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Building 3 Chiswick Park, T: 020 3818 9530

OASIS 566 Chiswick High Road,


London, W4 5YA
F: 0333 014 2238
M: 078 0669 0596
shankar@oasisaccountants.co.uk
www.oasisaccountants.co.uk
ACCOUNTANTS

Expenses Guidelines for IT Contractors

Charitable Donations
Donations to charities can take the form of either personal contributions or through your company,
either of which can be beneficial in tax terms depending on how your finances are organised.

Personal Donations
If you donate to charity through your personal income, then you will be entitled to personal tax relief
if you choose to donate using gift aid. This means that the charity will be able to reclaim tax at the
basic rate from HMRC, which means that your net contribution becomes a gross contribution as far
as the charity is concerned. This effectively means that for every 80 that you donate, the charity
receives an additional 20 from the government, totaling 100 in all.
When you donate using the gift aid rules, you have to certify that you have paid enough tax to
cover the sum that the charity will reclaim from HMRC. If you have not paid enough tax to cover the
amount due to be reclaimed, then you will not be able to use gift aid for your donation.

Company Donations
If a company makes charitable donations from the businesss funds, then these sums are not subject
to corporation tax provided they are wholly and exclusively for the purposes of the company. The
charity must be made aware that the company is making the donation and the funds should be paid
directly from the business bank account.
To ensure that you get corporation tax relief on any donations your business makes then you will
need to ensure that the donation does not cause the business to make a loss for tax purposes, as
gift aid donations cannot be used to carry tax losses backwards or forwards. You will also need to
ensure that any director, their spouse or family members do not benefit from the donation beyond
the guidelines set out below:
Donation ValueBenefit Allowed
0 - 100 Up to 25% of the donation value
101 - 1,000 Up to 25
1,001 - 10,000 Up to 5% of the donation value
Above 10,000 Up to 500
There are certain donations which will not qualify for corporation tax relief, usually because there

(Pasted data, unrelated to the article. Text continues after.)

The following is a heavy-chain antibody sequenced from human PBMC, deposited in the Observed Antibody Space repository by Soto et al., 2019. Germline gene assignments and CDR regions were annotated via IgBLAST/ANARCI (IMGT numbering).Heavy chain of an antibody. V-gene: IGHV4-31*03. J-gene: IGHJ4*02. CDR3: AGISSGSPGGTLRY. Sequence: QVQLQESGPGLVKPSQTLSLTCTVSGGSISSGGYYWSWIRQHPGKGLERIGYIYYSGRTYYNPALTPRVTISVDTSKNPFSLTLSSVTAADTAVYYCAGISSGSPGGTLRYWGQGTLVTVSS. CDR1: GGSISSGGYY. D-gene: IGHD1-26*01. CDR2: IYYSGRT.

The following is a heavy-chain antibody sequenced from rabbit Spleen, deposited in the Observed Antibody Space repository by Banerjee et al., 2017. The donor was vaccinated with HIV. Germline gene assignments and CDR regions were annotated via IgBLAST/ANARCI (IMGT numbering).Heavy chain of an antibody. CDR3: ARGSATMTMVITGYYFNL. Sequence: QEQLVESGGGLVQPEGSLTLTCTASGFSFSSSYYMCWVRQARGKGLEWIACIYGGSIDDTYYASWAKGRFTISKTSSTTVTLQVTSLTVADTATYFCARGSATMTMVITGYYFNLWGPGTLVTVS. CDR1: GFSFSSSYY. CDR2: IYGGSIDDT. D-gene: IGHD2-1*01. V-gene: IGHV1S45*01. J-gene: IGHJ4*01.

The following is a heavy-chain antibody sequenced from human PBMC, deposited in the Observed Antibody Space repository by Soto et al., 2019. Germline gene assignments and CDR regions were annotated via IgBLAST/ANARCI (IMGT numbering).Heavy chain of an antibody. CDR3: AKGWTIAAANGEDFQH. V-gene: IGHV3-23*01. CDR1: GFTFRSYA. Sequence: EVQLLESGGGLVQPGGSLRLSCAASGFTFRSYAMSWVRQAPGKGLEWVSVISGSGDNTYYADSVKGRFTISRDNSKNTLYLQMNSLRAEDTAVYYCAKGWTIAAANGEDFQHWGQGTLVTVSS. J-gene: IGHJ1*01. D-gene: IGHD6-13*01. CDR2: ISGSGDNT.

are conditions attached which stipulate that there are to be repayments or purchases to be made
from the recipient or other affiliated individual.

Is it better to donate from the company or personally?


It depends on your specific financial situation, but generally the tax savings will only differ by around
1 per cent, so unless you are donating a significant amount, the tax efficiencies will be similar. A
specialist accountant will be able to advise you as to the best way to donate in your circumstances.

Shankar Devarashetty FCCA


Oasis Accountants is a limited company registered in England and Wales No.8359050. Registered as auditors in the United Kingdom by the
Association of Chartered Certified Accountants. VAT no: 163 3407 26
Annual Events
Annual company events such as Christmas parties, are considered an allowable expense for a
business, so long as the event meets the following criteria:The cost of the event must not exceed
150 per head, including VAT. Even if the total is just a fraction over the allowed amount, tax and
National Insurance will be payable on the entire cost, not just the excess.
All staff must be invited to attend, even if there is only one person working for the business.
Staff may invite their partners, but only if all staffs partners are invited and these invitees all count
towards the 150 per head allowance.
Receipts must be kept for the cost of all associated expenditure.
General recommendations are for events such as this to be limited to one a year, which is usually a
Christmas party, making it easy to keep to the 150 per head allowance an justify the expenditure.
A business that is using the Flat Rate VAT Scheme can only reclaim the VAT on the costs relating to